HESSTON — "Finding the Lost City of Etzanoa" with Dr Donald Blakeslee of Wichita State University will kick off the Dyck Arboretum of the Plains lecture series at 6:30 p.m. Jan. 29 in the Prairie Pavilion, 177 W. Hickory St., Hesston.
Possibly one of the largest prehistoric urban settlements in North America has been found. Quivira was the name which early Spanish explorers used for the territory of the ancestors of the Wichita tribe. In 1601, the founder of the colony of New Mexico led a small army onto the plains to visit the site, so there are eyewitness descriptions of the town recorded – five miles long on both sides of the Walnut River with a population of about 20,000 people.
In his presentation, Blakeslee, Wichita State University archaeologist, will discuss the proof that the site lay at today’s Arkansas City and the archaeological work that has begun to analyze the way of life of the people and their connections to distant places.
The cost of the lecture is $5 per person. Cash or credit card will be taken at the door. Reservations are not necessary.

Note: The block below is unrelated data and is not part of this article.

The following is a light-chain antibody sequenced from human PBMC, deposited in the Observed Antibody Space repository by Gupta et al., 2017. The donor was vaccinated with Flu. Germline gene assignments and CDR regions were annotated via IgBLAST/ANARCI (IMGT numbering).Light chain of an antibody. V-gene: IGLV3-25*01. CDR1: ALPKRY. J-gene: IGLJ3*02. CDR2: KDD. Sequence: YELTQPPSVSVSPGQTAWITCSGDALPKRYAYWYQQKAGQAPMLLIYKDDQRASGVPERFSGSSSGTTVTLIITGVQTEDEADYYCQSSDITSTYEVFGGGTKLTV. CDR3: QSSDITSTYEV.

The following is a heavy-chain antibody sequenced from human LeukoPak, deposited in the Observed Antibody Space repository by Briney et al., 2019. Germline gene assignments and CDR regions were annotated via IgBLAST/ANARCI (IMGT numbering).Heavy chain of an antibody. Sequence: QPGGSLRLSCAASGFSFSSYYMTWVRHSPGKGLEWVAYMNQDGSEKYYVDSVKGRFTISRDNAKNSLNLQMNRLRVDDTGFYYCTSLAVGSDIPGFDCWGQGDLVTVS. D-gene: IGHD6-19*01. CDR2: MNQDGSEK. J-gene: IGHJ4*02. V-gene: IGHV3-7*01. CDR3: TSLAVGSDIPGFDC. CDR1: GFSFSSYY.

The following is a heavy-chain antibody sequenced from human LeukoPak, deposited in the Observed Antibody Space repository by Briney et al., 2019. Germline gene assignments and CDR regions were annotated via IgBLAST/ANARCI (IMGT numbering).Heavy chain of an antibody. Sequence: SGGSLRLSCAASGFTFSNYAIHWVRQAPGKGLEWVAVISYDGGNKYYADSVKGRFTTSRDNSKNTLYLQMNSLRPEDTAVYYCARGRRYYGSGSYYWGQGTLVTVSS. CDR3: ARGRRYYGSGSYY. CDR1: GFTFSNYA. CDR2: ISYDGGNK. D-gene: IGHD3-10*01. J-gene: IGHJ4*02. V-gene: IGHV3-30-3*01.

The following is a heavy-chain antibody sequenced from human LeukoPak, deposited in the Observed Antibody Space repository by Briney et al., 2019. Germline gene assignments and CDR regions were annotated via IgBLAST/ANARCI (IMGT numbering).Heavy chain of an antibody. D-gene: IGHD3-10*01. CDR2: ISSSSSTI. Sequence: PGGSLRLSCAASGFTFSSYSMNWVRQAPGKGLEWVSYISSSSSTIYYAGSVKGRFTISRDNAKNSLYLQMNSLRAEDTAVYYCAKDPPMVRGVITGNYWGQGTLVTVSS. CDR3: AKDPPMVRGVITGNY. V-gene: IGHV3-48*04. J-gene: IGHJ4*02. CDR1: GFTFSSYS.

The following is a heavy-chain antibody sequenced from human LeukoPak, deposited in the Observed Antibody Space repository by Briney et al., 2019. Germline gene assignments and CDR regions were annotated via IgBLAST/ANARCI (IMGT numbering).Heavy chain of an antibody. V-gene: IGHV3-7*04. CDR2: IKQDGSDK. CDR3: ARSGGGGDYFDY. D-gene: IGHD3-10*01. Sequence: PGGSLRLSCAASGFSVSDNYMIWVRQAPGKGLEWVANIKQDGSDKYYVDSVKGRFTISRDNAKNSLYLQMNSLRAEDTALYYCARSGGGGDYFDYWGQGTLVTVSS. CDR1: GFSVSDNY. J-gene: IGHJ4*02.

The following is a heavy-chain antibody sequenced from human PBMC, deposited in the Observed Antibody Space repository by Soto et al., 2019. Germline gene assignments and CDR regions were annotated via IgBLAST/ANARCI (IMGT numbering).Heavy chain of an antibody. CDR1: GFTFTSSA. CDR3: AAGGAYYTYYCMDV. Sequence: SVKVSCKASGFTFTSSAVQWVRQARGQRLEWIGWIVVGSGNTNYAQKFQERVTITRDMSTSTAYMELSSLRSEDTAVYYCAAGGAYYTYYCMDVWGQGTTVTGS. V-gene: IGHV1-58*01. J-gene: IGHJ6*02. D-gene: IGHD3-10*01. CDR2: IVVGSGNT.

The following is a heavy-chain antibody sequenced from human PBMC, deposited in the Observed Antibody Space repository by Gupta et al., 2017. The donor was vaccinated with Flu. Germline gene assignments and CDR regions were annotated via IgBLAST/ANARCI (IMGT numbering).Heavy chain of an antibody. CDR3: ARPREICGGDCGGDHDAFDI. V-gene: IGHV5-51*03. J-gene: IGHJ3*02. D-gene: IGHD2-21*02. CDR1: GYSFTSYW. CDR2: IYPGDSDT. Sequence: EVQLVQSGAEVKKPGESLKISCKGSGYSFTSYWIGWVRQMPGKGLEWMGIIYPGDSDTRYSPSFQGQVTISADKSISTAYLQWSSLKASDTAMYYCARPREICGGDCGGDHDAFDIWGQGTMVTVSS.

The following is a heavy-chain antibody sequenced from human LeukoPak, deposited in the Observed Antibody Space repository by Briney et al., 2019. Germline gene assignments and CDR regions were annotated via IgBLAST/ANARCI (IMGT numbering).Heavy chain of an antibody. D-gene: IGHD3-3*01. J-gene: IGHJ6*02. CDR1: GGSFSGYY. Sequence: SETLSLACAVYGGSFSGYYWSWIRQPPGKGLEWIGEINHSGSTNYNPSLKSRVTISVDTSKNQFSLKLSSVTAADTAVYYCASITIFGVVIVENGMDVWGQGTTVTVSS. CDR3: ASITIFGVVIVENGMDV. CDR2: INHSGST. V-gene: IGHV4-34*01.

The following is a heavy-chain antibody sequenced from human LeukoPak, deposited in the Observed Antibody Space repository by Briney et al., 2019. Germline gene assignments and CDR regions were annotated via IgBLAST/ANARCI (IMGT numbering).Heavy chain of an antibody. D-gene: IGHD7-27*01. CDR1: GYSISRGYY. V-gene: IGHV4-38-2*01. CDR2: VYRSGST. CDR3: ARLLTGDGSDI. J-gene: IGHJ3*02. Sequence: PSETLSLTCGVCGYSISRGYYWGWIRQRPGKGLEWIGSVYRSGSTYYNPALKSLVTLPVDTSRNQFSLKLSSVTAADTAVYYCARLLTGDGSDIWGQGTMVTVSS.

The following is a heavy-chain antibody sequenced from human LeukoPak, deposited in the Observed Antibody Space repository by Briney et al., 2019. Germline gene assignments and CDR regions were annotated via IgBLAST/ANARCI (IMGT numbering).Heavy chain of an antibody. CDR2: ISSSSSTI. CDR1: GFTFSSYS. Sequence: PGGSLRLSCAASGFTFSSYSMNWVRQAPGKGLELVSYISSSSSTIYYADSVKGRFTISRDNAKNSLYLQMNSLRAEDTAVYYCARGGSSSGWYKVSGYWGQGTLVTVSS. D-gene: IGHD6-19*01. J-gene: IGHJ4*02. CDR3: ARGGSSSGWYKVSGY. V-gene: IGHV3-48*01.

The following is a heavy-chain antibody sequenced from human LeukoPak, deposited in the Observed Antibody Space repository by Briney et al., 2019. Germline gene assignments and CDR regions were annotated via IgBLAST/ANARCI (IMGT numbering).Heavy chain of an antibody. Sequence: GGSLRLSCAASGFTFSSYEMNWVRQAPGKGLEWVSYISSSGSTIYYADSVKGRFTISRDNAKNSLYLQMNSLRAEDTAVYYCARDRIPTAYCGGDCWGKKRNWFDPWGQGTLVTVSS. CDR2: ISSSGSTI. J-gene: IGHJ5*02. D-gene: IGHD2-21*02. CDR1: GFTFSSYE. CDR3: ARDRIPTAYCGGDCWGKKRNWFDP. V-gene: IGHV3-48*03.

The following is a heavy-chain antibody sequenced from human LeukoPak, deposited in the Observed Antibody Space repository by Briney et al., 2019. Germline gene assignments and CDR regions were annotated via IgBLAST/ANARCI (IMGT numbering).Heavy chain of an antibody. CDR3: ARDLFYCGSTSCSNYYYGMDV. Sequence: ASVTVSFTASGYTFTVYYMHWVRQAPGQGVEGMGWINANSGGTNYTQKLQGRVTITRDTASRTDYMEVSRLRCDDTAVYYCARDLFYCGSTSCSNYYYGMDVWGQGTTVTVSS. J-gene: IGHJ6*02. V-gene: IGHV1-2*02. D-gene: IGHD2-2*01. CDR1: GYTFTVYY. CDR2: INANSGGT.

The Winter Lecture Series will continue Feb. 26 with the Kansas state director of The Nature Conservancy, Rob Manes, speaking about "Conserving the Gems of Kansas" and will conclude on March 26 with Curtis Schmidt presenting on "Common/Uncommon Snakes of Kansas."
Educational efforts at Dyck Arboretum will include staff hosting a Native Plant School in the coming months, including classes on Native Plant Basics, Designing with Natives, Native Landscape Maintenance, Plant Propagation, Composting and Gardening for Wildlife. Classes are $10 each or $50 for all six. Register by calling the Arboretum office at 620-327-8127 or through the Arboretum website.
The Dyck Arboretum of the Plains is a 29-acre public garden in Hesston. Its mission is to promote, through stewardship and education, the conservation and use of plants native to Kansas. For more information about the Dyck Arboretum of the Plains, visit www.dyckarboretum.org.